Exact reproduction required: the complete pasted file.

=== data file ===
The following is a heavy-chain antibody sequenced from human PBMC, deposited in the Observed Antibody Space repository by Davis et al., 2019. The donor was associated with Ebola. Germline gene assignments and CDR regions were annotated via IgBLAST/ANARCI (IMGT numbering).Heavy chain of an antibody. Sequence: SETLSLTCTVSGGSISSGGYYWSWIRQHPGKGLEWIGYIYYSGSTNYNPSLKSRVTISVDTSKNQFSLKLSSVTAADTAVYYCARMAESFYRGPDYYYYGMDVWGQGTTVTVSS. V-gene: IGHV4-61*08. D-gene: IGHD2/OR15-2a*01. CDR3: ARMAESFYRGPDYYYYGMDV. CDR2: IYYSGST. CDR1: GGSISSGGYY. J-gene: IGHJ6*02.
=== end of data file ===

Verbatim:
The following is a heavy-chain antibody sequenced from human PBMC, deposited in the Observed Antibody Space repository by Davis et al., 2019. The donor was associated with Ebola. Germline gene assignments and CDR regions were annotated via IgBLAST/ANARCI (IMGT numbering).Heavy chain of an antibody. Sequence: SETLSLTCTVSGGSISSGGYYWSWIRQHPGKGLEWIGYIYYSGSTNYNPSLKSRVTISVDTSKNQFSLKLSSVTAADTAVYYCARMAESFYRGPDYYYYGMDVWGQGTTVTVSS. V-gene: IGHV4-61*08. D-gene: IGHD2/OR15-2a*01. CDR3: ARMAESFYRGPDYYYYGMDV. CDR2: IYYSGST. CDR1: GGSISSGGYY. J-gene: IGHJ6*02.